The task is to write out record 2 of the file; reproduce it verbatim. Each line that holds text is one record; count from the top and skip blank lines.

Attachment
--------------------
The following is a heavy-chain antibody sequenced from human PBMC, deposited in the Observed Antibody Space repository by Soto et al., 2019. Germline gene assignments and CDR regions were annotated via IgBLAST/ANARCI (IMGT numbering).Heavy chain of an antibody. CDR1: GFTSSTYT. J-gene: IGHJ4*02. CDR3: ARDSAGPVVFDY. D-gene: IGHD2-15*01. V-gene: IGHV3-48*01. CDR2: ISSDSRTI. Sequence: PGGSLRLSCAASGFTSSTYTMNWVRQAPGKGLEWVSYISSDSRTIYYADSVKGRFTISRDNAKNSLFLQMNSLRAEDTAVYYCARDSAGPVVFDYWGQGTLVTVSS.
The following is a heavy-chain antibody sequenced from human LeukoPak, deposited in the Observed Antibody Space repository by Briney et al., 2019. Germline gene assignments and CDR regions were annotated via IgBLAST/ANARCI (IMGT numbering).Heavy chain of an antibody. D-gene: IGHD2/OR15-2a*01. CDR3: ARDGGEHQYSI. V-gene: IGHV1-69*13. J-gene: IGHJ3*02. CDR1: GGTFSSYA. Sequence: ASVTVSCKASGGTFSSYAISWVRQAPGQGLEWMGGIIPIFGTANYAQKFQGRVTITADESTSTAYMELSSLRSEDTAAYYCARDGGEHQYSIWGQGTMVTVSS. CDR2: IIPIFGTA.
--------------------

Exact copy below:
The following is a heavy-chain antibody sequenced from human LeukoPak, deposited in the Observed Antibody Space repository by Briney et al., 2019. Germline gene assignments and CDR regions were annotated via IgBLAST/ANARCI (IMGT numbering).Heavy chain of an antibody. D-gene: IGHD2/OR15-2a*01. CDR3: ARDGGEHQYSI. V-gene: IGHV1-69*13. J-gene: IGHJ3*02. CDR1: GGTFSSYA. Sequence: ASVTVSCKASGGTFSSYAISWVRQAPGQGLEWMGGIIPIFGTANYAQKFQGRVTITADESTSTAYMELSSLRSEDTAAYYCARDGGEHQYSIWGQGTMVTVSS. CDR2: IIPIFGTA.